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Upcoming PdF Events in NYC

BY Daniel Teweles | Wednesday, January 12 2011

PdF is pleased to announce three upcoming events in New York City that we think you'll find continue to tap into the zeitgeist in an engaging and intellectually provocative way.

PdF Presents: A Symposium on WikiLeaks and Internet Freedom II

On January 24th we'll be hosting a follow up to our sold-out December first symposium on WikiLeaks (PdF Leaks). This event will feature an incredible line up of speakers including Clay Shirky, Daniel Domscheit-Berg (of, Floyd Abrams, and Gabriella Coleman. The video stream from our December event has received more than 70,000 views, so you don't want to miss your chance to attend and participate live and in person on the 24th! More information is available at the bottom of this post, and you can purchase tickets by clicking here.

PdF Presents: WikiLeaks and Online Civil Disobedience

On February 9th, as part of Social Media Week, we'll be hosting an event called WikiLeaks and Online Civil Disobedience, featuring John Perry Barlow, Evgeny Morozov, and Deanna Zandt. More information is available at the bottom of this post, and you can reserve free tickets by clicking here.

Both events are part of a continued series that PdF is hosting in New York City to explore the implications of transparency in the digital age.

Personal Democracy Forum 2011

And of course, the event that started it all for PdF 7 years ago, the world’s leading conference exploring and analyzing technology's impact on politics and government, Personal Democracy Forum, here in New York City. This year's edition will be held June 6-7 at NYU, and already has a stellar list of confirmed speakers. Registration will open soon, and we expect another sell out crowd. For more information visit the conference website.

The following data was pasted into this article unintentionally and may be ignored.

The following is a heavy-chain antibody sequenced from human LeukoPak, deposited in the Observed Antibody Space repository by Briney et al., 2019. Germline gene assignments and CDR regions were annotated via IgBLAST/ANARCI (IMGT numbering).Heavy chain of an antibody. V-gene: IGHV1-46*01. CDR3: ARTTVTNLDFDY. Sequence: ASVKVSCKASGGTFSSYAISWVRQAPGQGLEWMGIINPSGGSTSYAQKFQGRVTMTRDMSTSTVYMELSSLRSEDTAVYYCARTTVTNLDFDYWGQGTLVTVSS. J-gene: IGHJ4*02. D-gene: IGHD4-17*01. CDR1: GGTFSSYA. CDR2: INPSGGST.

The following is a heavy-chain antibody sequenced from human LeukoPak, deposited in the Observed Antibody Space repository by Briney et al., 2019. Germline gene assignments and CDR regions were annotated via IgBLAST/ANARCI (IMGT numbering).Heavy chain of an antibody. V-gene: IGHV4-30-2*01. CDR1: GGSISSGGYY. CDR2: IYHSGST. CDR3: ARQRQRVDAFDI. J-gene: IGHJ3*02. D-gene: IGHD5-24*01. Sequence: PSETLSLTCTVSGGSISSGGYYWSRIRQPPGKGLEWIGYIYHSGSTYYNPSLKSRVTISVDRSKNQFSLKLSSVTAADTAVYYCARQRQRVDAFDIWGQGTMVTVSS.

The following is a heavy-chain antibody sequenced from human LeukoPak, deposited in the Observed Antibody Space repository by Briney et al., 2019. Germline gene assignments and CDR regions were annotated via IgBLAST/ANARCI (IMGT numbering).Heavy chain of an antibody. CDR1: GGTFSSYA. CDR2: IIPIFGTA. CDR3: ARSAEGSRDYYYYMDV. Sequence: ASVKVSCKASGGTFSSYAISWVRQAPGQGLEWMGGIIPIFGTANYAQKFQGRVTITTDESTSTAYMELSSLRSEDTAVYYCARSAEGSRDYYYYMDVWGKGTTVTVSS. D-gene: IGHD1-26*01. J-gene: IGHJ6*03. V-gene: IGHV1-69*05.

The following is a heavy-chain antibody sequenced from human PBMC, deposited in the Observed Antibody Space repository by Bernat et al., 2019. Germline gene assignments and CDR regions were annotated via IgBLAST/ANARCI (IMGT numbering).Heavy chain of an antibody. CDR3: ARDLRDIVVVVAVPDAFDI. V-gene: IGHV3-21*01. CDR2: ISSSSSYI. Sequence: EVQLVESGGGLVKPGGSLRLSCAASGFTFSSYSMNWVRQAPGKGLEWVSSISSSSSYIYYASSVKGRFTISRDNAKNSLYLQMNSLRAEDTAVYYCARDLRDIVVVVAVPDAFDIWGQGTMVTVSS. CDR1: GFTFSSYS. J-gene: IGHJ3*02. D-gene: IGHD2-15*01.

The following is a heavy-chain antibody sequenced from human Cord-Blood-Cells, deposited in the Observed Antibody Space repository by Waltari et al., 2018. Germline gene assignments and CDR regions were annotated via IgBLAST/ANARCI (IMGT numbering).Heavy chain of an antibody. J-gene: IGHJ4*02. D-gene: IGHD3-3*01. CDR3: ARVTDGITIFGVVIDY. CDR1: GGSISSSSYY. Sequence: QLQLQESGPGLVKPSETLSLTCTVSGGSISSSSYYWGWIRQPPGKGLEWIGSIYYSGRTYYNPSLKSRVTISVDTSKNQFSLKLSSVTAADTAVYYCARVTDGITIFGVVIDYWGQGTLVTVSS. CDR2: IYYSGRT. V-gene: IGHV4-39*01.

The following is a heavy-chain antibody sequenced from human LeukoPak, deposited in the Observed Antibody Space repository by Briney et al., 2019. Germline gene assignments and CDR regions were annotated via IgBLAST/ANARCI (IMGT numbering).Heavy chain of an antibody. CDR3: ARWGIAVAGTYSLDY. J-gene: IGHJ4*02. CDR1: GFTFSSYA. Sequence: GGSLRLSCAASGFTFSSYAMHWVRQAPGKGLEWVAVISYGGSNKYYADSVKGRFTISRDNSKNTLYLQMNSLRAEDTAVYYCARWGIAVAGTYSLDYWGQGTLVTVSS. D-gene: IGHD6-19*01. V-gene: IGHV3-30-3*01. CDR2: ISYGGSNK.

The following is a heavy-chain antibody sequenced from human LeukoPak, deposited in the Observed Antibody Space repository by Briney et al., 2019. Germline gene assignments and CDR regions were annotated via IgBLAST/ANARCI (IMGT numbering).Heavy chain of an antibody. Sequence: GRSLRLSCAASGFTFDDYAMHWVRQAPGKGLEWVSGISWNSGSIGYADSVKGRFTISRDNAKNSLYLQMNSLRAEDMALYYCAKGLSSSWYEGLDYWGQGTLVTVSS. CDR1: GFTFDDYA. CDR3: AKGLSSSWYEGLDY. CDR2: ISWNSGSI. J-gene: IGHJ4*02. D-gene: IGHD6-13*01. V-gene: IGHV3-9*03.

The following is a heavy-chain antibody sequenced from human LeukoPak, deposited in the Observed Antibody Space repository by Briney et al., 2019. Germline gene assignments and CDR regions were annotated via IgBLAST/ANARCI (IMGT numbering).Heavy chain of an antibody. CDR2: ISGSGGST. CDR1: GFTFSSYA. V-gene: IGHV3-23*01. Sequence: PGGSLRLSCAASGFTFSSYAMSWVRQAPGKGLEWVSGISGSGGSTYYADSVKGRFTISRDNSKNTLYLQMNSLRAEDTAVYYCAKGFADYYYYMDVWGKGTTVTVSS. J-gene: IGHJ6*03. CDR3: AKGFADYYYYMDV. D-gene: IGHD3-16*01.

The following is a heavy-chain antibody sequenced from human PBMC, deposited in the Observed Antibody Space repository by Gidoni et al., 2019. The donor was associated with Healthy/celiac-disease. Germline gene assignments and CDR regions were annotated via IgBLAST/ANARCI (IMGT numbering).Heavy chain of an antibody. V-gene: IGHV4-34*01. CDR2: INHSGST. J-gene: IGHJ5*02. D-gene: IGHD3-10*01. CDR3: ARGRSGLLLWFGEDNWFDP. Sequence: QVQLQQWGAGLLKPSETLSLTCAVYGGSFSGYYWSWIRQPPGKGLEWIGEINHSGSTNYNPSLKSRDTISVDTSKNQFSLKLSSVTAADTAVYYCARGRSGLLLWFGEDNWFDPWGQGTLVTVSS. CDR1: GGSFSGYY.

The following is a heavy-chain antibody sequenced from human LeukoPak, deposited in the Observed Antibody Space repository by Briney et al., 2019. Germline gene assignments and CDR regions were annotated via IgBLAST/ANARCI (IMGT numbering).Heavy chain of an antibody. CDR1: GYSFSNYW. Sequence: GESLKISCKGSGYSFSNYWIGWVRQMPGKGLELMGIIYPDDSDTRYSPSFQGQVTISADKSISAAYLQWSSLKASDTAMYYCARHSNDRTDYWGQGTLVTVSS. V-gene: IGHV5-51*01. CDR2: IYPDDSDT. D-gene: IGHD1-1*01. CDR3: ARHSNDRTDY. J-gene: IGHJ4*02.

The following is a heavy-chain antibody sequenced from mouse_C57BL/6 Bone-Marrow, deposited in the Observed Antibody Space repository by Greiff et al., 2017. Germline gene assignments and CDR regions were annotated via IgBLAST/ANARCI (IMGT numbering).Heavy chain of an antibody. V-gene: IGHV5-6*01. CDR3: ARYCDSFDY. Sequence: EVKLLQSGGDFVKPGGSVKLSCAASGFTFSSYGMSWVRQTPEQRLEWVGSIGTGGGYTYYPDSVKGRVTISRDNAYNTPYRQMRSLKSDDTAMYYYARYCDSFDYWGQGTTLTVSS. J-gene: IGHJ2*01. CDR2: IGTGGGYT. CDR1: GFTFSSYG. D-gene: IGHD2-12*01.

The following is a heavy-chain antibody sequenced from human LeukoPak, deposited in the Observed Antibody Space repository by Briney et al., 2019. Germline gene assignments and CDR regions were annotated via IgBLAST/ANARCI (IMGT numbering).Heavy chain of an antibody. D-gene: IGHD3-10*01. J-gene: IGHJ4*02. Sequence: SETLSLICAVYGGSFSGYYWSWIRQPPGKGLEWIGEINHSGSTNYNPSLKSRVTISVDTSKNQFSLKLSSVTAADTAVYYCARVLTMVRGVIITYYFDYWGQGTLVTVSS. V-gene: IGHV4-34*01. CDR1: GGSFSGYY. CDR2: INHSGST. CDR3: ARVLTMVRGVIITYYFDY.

To stay up to date on all of PdF's upcoming events and opportunities, sign up for our email list (it takes less than 15 seconds) by clicking here.

Events in detail:

PdF Presents: A Symposium on WikiLeaks and Internet Freedom II, January 24th

We're pleased to announce that, building on the strong interest in our first symposium on WikiLeaks and Internet freedom, we are holding a second event two weeks from now, January 24, from 6-8pm at NYU, to continue the conversation. We'll look at questions like:
-How does the push for more openness and transparency conflict with legitimate security concerns?
-What are the responsibilities of online organizations who distribute information from leakers or whistleblowers?
-Are distributed denial of service attacks (DDoS) by organizations like Anonymous a new force for social justice or something more destructive?

Our speakers will include Clay Shirky, Daniel Domscheit-Berg, Floyd Abrams, and Gabriella Coleman, with additional speakers to be announced.

Shirky is the author of Here Comes Everybody, and Cognitive Surplus. Domscheit-Berg is one of the founders of, and a former spokesman for WikiLeaks. Coleman is an associate professor of media, culture and communication at NYU, and an expert on Anonymous. Abrams is a leading First Amendment lawyer, who among other things represented the New York Times in the Pentagon Papers case.